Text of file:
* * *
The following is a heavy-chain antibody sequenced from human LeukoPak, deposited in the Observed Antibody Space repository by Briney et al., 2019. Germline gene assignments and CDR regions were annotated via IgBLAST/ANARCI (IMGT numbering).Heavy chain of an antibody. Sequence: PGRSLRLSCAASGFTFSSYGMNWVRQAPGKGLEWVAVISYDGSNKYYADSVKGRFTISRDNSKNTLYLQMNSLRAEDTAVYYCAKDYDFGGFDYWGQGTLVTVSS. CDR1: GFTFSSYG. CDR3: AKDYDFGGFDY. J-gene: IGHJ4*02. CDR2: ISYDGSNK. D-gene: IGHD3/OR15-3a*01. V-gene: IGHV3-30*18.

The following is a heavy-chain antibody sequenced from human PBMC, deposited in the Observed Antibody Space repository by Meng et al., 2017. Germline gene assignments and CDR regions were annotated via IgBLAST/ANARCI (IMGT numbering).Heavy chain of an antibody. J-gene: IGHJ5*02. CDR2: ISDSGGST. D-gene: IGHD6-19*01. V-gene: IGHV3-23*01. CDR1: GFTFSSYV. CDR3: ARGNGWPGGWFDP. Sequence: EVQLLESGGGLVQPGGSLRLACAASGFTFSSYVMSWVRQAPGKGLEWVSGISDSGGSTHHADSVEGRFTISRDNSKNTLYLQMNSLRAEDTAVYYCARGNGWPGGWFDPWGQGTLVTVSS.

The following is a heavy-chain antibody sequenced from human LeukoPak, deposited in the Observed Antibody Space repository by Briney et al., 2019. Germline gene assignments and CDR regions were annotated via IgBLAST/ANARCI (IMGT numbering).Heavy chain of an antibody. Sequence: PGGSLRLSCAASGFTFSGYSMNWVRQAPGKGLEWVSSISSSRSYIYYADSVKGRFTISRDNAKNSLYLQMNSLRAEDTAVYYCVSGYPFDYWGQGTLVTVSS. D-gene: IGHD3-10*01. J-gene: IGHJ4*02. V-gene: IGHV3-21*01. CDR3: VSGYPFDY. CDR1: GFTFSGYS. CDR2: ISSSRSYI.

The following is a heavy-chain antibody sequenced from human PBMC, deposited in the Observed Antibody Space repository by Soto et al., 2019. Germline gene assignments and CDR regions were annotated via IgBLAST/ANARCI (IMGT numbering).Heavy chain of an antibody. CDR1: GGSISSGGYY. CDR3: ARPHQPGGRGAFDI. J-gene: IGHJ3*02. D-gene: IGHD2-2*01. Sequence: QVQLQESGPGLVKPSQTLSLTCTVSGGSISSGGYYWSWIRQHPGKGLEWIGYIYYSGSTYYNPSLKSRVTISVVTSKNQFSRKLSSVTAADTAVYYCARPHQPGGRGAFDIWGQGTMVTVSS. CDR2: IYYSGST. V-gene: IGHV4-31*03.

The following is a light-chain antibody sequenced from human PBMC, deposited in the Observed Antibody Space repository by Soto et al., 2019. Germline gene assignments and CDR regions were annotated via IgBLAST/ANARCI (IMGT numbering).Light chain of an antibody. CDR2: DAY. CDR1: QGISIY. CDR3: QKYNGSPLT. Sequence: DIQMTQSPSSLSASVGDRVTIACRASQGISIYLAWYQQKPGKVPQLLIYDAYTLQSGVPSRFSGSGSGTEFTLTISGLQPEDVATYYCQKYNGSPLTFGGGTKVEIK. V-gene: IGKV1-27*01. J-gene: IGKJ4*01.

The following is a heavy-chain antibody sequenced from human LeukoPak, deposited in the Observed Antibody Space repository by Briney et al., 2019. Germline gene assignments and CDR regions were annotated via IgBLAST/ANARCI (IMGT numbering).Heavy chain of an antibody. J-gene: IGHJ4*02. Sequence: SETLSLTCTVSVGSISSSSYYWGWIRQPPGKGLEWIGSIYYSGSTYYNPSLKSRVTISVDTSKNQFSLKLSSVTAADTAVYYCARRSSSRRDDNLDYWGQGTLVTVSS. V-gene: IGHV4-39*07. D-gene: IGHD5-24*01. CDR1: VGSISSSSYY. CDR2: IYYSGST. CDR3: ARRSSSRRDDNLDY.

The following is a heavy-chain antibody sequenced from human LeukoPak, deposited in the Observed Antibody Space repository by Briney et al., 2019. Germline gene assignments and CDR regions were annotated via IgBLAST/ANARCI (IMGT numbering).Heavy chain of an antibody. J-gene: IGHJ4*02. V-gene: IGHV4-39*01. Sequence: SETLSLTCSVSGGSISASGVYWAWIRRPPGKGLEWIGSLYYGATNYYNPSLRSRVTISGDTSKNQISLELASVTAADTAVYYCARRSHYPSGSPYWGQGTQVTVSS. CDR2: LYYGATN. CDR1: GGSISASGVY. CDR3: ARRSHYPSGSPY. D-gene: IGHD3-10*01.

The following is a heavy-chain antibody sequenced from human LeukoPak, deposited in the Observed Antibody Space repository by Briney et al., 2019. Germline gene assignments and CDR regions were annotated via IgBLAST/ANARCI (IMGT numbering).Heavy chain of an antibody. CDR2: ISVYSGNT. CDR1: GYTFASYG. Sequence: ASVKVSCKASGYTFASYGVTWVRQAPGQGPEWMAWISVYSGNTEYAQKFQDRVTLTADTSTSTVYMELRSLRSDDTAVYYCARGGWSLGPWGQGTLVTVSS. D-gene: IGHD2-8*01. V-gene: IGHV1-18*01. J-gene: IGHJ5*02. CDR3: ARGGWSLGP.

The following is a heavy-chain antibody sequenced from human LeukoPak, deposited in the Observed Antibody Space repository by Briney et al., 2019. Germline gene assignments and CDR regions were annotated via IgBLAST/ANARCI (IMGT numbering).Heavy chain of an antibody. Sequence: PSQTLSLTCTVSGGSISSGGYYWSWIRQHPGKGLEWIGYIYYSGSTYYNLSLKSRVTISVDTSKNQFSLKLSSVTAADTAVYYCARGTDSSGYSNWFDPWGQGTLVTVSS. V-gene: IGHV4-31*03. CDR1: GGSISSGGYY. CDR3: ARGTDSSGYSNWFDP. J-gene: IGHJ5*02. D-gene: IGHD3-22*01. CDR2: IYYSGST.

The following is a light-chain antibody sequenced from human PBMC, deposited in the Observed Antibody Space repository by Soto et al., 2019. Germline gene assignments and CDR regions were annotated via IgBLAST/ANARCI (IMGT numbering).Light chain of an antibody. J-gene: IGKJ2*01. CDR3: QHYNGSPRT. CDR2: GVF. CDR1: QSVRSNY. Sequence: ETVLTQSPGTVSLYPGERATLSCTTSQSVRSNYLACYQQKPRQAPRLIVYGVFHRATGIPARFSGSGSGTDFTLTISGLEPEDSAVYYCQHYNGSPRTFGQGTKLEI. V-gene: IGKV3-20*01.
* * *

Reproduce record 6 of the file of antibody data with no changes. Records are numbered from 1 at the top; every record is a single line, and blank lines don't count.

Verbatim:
The following is a heavy-chain antibody sequenced from human LeukoPak, deposited in the Observed Antibody Space repository by Briney et al., 2019. Germline gene assignments and CDR regions were annotated via IgBLAST/ANARCI (IMGT numbering).Heavy chain of an antibody. J-gene: IGHJ4*02. Sequence: SETLSLTCTVSVGSISSSSYYWGWIRQPPGKGLEWIGSIYYSGSTYYNPSLKSRVTISVDTSKNQFSLKLSSVTAADTAVYYCARRSSSRRDDNLDYWGQGTLVTVSS. V-gene: IGHV4-39*07. D-gene: IGHD5-24*01. CDR1: VGSISSSSYY. CDR2: IYYSGST. CDR3: ARRSSSRRDDNLDY.